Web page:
2010s · Anchors (Poetry with Music) · Poetry · Recordings · The Unnamed Algorithm

If I Ever Have Children

If I ever have children
they will never know me in my thirties
the woman checking it off
all the things-to-do
like a master’s degree
and home buying
like falling in love completely
and writing a book of how it ends
finding new community
and loving her whole body flawed
flinging open all the doors
and surrendering to the unknown next

If I ever have children
they will never know me in my twenties
the woman fighting against it
to save her own soul
find her own belief in God
and lose her given self
venture out from community
live alone, love alone
sort through the old baggage
give them names and abandon them
find focus for talents and energies
and heal the damage at all costs

If I ever have children
they will never know me in my teens
young girl trying masks
on and off each year
like too many friends
and partying far too young
like black dyed-hair and boots
sinking down through the cracks
sharp turn into a Christian life
and a radical-faced community
stepping through the windows
where she’d press her face to the glass

If I ever have children
they will never know me as a child
a broken girl holding
a green Picasso heart
running with one parent from the other
always leaving school early
memories in paper bags stashed
in the trunk of a broken-down car
with walk-in closets for the skeletons
and attics for hiding and running free
words swallowed in torn pieces
forcing her destiny as a poet

 

Originally published in The Mayo Review, also included in The Unnamed Algorithm.
Listen to the poem on SoundCloud, from Anchors CD.

2010s · All the Tiny Anchors · Poetry

Flourish

The possibility of birth since our death
has passed, yet— in nine months
a new life is here now, where you abandoned us.
This Thursday girl, my child, my only daughter,
has become the woman you will never know, like
you once knew
the most unlit folds of me.

I birthed her from my own black ashes and none
of the fragile skin of you. She lives in my night side,
grows in those thick shards, those tire weight pocks.
She flourishes in the white vacuum space you
sucked out from me
like a plane window under pressure cracked,
spidering—
instantly gone.

She loves the deafened stillness and
grows in my gnawing hunger, grows out
through my fingernails and the follicles
of my new hair-the softness of which
you will never know—
like you once knew the lather and rinse of it.

First published in The Mayo Review (2014), also appears in All the Tiny Anchors.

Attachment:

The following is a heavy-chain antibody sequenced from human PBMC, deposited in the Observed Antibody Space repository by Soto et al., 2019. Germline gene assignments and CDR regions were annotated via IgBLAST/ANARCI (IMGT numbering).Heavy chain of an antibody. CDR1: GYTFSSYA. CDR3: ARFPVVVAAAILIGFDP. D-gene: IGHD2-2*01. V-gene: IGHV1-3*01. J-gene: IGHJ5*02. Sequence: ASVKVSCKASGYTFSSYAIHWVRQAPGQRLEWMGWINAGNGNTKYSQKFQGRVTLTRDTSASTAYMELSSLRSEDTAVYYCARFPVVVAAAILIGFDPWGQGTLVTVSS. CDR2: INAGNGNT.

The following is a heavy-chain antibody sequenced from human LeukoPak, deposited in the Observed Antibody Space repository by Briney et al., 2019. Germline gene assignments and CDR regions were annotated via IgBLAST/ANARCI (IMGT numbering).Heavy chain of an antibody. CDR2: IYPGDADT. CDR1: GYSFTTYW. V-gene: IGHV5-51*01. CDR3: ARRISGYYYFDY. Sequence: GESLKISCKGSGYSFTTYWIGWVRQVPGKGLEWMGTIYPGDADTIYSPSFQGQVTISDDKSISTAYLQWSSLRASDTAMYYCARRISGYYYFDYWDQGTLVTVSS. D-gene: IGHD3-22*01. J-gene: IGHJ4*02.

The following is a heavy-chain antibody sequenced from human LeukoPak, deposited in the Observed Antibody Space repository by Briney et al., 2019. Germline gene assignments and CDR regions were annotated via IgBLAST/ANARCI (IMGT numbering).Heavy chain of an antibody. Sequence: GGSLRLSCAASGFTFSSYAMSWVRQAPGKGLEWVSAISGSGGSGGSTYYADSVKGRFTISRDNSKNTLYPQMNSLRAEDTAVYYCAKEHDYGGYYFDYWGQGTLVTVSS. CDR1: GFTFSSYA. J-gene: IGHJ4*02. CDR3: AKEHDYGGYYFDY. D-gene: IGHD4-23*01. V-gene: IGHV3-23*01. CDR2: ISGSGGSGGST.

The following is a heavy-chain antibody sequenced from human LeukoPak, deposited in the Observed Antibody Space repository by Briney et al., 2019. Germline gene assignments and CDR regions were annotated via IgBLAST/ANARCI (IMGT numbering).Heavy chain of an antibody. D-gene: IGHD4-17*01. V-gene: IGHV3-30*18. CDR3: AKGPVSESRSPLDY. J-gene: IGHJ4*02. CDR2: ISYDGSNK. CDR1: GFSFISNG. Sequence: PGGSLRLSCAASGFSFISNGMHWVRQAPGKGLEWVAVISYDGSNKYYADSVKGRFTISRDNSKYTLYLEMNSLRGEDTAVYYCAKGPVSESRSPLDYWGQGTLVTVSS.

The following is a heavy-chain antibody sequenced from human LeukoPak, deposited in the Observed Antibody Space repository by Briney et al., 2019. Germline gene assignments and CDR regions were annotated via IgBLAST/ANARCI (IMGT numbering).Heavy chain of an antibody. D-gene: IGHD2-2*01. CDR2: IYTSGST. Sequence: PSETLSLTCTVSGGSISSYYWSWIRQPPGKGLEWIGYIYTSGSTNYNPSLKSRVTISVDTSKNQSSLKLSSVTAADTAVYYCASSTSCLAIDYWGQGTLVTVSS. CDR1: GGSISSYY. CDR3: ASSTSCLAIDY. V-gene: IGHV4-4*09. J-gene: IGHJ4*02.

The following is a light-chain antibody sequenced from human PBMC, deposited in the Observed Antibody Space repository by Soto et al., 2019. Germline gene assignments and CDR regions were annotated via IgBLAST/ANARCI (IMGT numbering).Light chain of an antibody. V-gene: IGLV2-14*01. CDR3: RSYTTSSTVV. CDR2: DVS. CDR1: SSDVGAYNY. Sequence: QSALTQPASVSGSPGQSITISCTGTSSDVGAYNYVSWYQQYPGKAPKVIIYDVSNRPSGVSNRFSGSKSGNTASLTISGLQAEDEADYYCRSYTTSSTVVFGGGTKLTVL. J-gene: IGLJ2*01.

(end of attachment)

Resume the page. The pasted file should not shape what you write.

2010s · All the Tiny Anchors · Poetry

Cathedral

I take you with me
like a chain around my wrist
I took you through security
brought you to England
and on the bus to Wales
I pushed you up my arm
with bangles clinking soft

I went to Ireland to forget
the sound of your low voice
in every hotel you wait
for me to sleep without you
under pillow-white comforters
and clouds under roads
of endless miles and miles

I change my nightshirt
I change my long pants
but I find you there
in the bottom of my shoes
I met a poet who married an artist
after years and years of not
their deep folds of white skin
stinks of my undreamt dreams

I count the days unhad
in the cracks of aging stones
in ancient Scottish castles
dissolving like dead paper
black and grey and brown

they all eat like you
knives leading forks
in sway and swoon
painting food on plates
but only in reverse
pinks follow greens
orange and tan rising up
leaving only empty white

five thousand miles
two hundred days
I can’t dilute you out
filling red wine with water
flowing over the rim
I see you in the gift shop
and in the hotel shower
I leave without you
touching my own skin
brushing my own hair

I am whole without you
like a lone cathedral tower
gray stones on stones
without walls or ceilings
for centuries it stands
without congregation
or faithful believers
still, it stands without you

First appeared in The Mayo Review (2014), also in All the Tiny Anchors

2014 · Publications

The Mayo Review

I am incredibly honored to be a featured poet in the Spring 2014 edition of The Mayo Review. Three of my poems “If I Ever Have Children”, “Flourish”, and “Cathedral” (last two are in All the Tiny Anchors) are included in the pages with many other excellent poets like Tobi Cogswell and Daniel Romo.

Mayo Review 2014-06-03 17.45.34